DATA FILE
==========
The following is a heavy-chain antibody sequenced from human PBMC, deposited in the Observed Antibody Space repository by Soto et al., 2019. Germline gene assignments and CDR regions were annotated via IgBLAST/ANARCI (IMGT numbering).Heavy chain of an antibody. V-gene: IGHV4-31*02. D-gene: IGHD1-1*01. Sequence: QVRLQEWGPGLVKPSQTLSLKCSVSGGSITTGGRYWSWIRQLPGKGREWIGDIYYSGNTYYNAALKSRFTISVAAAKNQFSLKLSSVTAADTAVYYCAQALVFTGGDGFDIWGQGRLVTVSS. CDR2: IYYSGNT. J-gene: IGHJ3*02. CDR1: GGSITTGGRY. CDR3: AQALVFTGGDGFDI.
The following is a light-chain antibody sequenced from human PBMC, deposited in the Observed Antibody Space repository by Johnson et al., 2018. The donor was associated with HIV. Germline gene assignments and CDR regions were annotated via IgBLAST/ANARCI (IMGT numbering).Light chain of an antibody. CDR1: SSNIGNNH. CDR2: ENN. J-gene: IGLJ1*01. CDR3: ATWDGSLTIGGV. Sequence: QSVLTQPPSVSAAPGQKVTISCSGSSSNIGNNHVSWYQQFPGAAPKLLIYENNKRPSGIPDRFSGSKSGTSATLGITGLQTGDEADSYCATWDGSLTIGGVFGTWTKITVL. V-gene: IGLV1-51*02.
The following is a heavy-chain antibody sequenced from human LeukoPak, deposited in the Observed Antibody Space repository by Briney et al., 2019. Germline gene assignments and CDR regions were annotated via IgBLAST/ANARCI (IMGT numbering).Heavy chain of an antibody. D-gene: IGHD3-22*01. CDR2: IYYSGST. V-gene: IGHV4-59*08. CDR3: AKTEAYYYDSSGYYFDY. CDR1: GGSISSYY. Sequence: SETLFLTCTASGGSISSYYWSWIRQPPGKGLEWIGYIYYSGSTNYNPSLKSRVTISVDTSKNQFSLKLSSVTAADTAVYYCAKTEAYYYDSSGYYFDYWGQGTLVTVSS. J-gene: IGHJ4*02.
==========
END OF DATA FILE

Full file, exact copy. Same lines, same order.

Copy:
The following is a heavy-chain antibody sequenced from human PBMC, deposited in the Observed Antibody Space repository by Soto et al., 2019. Germline gene assignments and CDR regions were annotated via IgBLAST/ANARCI (IMGT numbering).Heavy chain of an antibody. V-gene: IGHV4-31*02. D-gene: IGHD1-1*01. Sequence: QVRLQEWGPGLVKPSQTLSLKCSVSGGSITTGGRYWSWIRQLPGKGREWIGDIYYSGNTYYNAALKSRFTISVAAAKNQFSLKLSSVTAADTAVYYCAQALVFTGGDGFDIWGQGRLVTVSS. CDR2: IYYSGNT. J-gene: IGHJ3*02. CDR1: GGSITTGGRY. CDR3: AQALVFTGGDGFDI.
The following is a light-chain antibody sequenced from human PBMC, deposited in the Observed Antibody Space repository by Johnson et al., 2018. The donor was associated with HIV. Germline gene assignments and CDR regions were annotated via IgBLAST/ANARCI (IMGT numbering).Light chain of an antibody. CDR1: SSNIGNNH. CDR2: ENN. J-gene: IGLJ1*01. CDR3: ATWDGSLTIGGV. Sequence: QSVLTQPPSVSAAPGQKVTISCSGSSSNIGNNHVSWYQQFPGAAPKLLIYENNKRPSGIPDRFSGSKSGTSATLGITGLQTGDEADSYCATWDGSLTIGGVFGTWTKITVL. V-gene: IGLV1-51*02.
The following is a heavy-chain antibody sequenced from human LeukoPak, deposited in the Observed Antibody Space repository by Briney et al., 2019. Germline gene assignments and CDR regions were annotated via IgBLAST/ANARCI (IMGT numbering).Heavy chain of an antibody. D-gene: IGHD3-22*01. CDR2: IYYSGST. V-gene: IGHV4-59*08. CDR3: AKTEAYYYDSSGYYFDY. CDR1: GGSISSYY. Sequence: SETLFLTCTASGGSISSYYWSWIRQPPGKGLEWIGYIYYSGSTNYNPSLKSRVTISVDTSKNQFSLKLSSVTAADTAVYYCAKTEAYYYDSSGYYFDYWGQGTLVTVSS. J-gene: IGHJ4*02.